Unemployment numbers down

SALEM-The unemployment news is much improved with the latest state data, according to Cleveland economic Research George Zeller.

Ohio has extended a new streak to five consecutive weeks of job growth levels of new unemployment claims that are not currently elevated, Zeller said of the unemployment numbers for the last week of August.

“Unfortunately,” said Zeller, a 1967 Salem High School graduate, “it was not clear if the erratic timing in recent years of the annual (August) retooling process in the automobile industry was the cause of the improvement, or whether the three-week streak of improvement is genuine.”

Zeller said that September unemployment claim numbers will be needed to provide a definitive answer to that question.

Ohio’s 6,708 new unemployment claims for the fourth week of August was still 8.3 percent lower than the 7,317 new unemployment claims during third week of August 1999, the last year when Ohio had unambiguous job growth for the entire year.

That means, Zeller said, the week was in the “job growth” range of new claims that is not currently elevated above normal levels, although the strength of that slowed considerably this week in comparison to last week’s level.

Zeller uses the benchmark year of 2000 because his reports are designed to measure the point at which Ohio’s lengthy 2000s recessionary labor market contraction will conclude as a result of the end of job destruction.

His data tracks employment losses because it is directly associated with payroll earnings losses and also causes declines in other measures of the business cycle, notably revenues generated by tax streams at various levels of government.

The income tax and the sales tax are particularly subject to trends in the business cycle.

Therefore a determination economic indicators: Job and earnings trends that update the point at which the impact of the 2000s recession finally disappears in Ohio’s labor market is an extremely important issue, he said.

The latest data is less useful than usual because of the inconsistent timing from year to year in the automobile industry retooling layoffs, he said, another seasonal distortion, similar to the Christmas season, he said.

Every year in January and early February the level of new unemployment claims soars dramatically, since there are more layoffs every year during the post-holiday winter period than there are at any other time of year, both during recessions and economic recoveries.

The past week’s data, while slightly weaker, was still highly favorable in Ohio for the fifth consecutive week, while nationwide numbers were also dramatically positive this week, Zeller said, adding, “It will be very important to see figures for early September to see whether this favorable Ohio trend is genuine, or whether it has mainly been caused by the annual August summer distortion in the data.”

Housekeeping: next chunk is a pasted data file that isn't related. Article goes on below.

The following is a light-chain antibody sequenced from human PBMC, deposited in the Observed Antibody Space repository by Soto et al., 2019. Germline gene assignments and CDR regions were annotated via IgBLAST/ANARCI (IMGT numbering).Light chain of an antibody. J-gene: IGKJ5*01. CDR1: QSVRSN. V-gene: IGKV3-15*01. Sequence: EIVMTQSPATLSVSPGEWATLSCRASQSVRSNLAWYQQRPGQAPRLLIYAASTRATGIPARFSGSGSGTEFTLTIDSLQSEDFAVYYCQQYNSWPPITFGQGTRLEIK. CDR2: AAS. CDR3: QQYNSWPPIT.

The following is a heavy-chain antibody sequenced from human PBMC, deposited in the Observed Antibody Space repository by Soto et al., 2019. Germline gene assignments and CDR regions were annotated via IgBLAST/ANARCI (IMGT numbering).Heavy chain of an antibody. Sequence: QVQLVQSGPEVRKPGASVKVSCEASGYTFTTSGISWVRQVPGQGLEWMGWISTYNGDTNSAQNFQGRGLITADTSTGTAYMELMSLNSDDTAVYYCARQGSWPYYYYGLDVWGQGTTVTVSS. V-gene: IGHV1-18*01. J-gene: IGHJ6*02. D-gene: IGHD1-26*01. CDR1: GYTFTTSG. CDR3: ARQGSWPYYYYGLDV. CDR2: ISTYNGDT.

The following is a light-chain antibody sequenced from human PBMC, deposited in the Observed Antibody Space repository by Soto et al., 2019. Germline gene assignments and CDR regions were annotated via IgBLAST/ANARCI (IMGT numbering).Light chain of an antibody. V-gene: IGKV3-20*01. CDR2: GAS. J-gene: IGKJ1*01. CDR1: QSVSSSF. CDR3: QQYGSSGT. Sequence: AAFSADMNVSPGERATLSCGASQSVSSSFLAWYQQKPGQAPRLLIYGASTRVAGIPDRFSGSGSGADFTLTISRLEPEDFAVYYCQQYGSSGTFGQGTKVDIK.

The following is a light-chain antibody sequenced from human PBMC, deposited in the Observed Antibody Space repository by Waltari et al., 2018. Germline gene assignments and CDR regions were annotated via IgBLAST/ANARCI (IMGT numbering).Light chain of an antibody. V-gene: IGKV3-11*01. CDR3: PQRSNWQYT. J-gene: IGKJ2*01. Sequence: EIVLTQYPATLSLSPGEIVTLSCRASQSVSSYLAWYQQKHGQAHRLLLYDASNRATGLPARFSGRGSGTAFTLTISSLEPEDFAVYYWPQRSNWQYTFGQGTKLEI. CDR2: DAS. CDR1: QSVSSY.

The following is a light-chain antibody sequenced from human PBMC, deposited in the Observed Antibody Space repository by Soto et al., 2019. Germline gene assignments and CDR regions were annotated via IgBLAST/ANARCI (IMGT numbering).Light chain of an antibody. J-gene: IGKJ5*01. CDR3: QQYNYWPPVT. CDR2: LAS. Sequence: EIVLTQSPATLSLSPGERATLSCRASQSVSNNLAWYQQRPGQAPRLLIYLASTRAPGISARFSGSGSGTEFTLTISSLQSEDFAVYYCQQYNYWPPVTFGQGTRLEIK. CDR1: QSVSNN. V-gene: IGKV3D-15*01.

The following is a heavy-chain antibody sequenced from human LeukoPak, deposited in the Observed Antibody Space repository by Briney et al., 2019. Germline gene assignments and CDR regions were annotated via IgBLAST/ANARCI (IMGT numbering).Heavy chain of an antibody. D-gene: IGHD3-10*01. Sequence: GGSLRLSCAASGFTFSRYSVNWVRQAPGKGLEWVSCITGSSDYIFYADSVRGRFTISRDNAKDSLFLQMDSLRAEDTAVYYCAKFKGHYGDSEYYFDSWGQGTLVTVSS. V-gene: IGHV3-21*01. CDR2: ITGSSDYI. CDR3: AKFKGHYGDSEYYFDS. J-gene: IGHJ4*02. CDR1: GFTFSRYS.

The favorable Ohio data are similar to positive data released Thursday at the national level by the U.S. Bureau of Labor Statistics.

Despite the improved numbers, Zeller said it is “still is not yet conclusively demonstrated that Ohio has moved from its ongoing very slow recovery to a badly needed increasingly vigorous labor market recovery.”

He said the speed of Ohio’s recovery remains “too slow” and a “lingering weakness,” consistent with the job data in July, and currently shows a streak of 21 consecutive months in which Ohio’s job-growth rate ranked below the national average.

“Even more troubling is the fact that Ohio lost 24,400 jobs in July, the largest figure for job losses during July 2014 that was suffered by any USA state,” he said, but noted the improvement in last week’s new unemployment claims “is a potentially favorable leading indicator in advance of new Ohio job data for August scheduled for release on September 19 that will measure whether Ohio’s continually below average recovery is finally improving to national norms.”

Zeller said that since Ohio has still not recovered 146,000 jobs that it lost as a result of the deep and lengthy 2007-2009 national “Great Recession,” it is encouraging to see the data on new unemployment claims that measure a continuing return to job growth and not elevated levels of new unemployment claims in Ohio for five consecutive weeks.

“Further improvements in subsequent weeks are still urgently needed so that 146,000 Ohio workers who lost their jobs during the 2007 Great Recession will be able to find a new job,” he said.